Samples were analyzed with an autosampler (G1329B, 1260ALS, Agilent, USA), a fluorescence detector (G1321B, 1260FLD, Agilent, USA), an HPLC pump (G1311B, 1260Quat Pump, Agilent, USA), and a C18 ODS column (ZORBAX SB-C18 4.6 mm*250 mm, 5 microns, Agilent, USA). The analytical method for atenolol was validated using a mobile phase consisting of Acetonitrile-50 mM KH2PO4 (6:94, v/v pH 4.0) at a flow rate of 1 ml/min, and fluorescence detection was set at an excitation wavelength of 225 nm and an emission wavelength of 300 nm.

Statistical Analysis

All values were presented as the mean ± standard error of the mean (SEM). Differences within groups were analyzed with repeated measures one-way ANOVA and two-tailed p < 0.05 was considered to be statistically significant. All analyses were performed using GraphPad Prism software for Windows (version 5.0 GraphPad Software, Inc., La Jolla, CA, USA).

Results

The Content of Atenolol by HPLC-FLD Analysis

Atenolol is a widely used cardio-selective beta-blocker. Quantitative analysis of atenolol in plasma is crucial for the study of pharmacokinetics and guides rational drug use in the clinical setting. Rapid, specific, and sensitive methods for detecting atenolol in plasma are presently available (Kallem et al., 2013).

When comparing the fluorescence detector (FLD) and the UV detector (UVD), sensitivity in the former is far better than in the latter. The resolution of atenolol is affected by several factors; one of these is the type of mobile phase and its components. In this study, the mobile phase consisted of acetonitrile-50 mM KH2PO4 (6:94, v/v pH 4.0). The use of acetonitrile in the mobile phase is to improve peak shape, shorten retention time and enhance selectivity.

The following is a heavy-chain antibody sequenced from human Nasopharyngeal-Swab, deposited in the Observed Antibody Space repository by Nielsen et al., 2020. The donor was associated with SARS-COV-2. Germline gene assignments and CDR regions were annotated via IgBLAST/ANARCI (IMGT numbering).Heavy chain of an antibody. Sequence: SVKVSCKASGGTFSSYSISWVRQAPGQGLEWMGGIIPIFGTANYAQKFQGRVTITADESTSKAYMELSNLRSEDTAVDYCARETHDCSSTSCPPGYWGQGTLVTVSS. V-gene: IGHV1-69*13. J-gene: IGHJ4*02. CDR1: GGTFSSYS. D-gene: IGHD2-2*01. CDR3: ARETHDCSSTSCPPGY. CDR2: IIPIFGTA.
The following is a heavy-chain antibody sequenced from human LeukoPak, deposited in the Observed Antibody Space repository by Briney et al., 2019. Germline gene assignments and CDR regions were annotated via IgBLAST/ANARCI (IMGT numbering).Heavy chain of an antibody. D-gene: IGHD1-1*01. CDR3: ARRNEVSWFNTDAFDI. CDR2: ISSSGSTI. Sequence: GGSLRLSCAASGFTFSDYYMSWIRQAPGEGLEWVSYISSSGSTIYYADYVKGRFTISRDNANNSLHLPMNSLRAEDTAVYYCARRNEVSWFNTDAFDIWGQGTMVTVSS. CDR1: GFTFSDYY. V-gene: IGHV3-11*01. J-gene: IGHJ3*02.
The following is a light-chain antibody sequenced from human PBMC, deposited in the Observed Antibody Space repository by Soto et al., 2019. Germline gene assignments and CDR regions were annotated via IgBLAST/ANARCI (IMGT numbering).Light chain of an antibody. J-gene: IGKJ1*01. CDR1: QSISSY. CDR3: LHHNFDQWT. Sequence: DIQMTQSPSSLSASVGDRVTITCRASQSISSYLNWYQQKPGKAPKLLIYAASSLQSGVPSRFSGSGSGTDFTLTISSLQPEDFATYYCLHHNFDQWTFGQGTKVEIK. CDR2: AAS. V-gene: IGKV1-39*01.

Typical atenolol content in blank plasma samples mixed with four different types of protein precipitant is shown in Figure 1: 10% trichloroacetic acid group show a low resolution, and acetonitrile group show a low recovery. To evaluate and compare the recovery of all protein precipitant, the linearity of the method was studied for five different concentrations of atenolol. Six percent perchloric acid was chosen as the precipitating agent to add to plasma samples for better separating effect and improved recovery (Table 1). The regression curves for atenolol exhibited high linearity Y = 11.6X + 2.5298, R2 = 0.9999 (n = 3).

FIGURE 1
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FIGURE 1. The content of atenolol by HPLC-FLD analysis. (A) Mobile phase spiked with 31.25 μg/ml of atenolol. (B) Blank plasma spiked with 31.25 μg/ml of atenolol and 6% Perchloric acid. (C) Blank plasma spiked with 31.25 μg/ml of atenolol and methanol. (D) Blank plasma spiked with 31.25 μg/ml of atenolol and acetonitrile. (E) Blank plasma spiked with 44.64 μg/ml of atenolol and 10% Trichloroacetic acid. Peaks: 1, precipitant; 2, atenolol.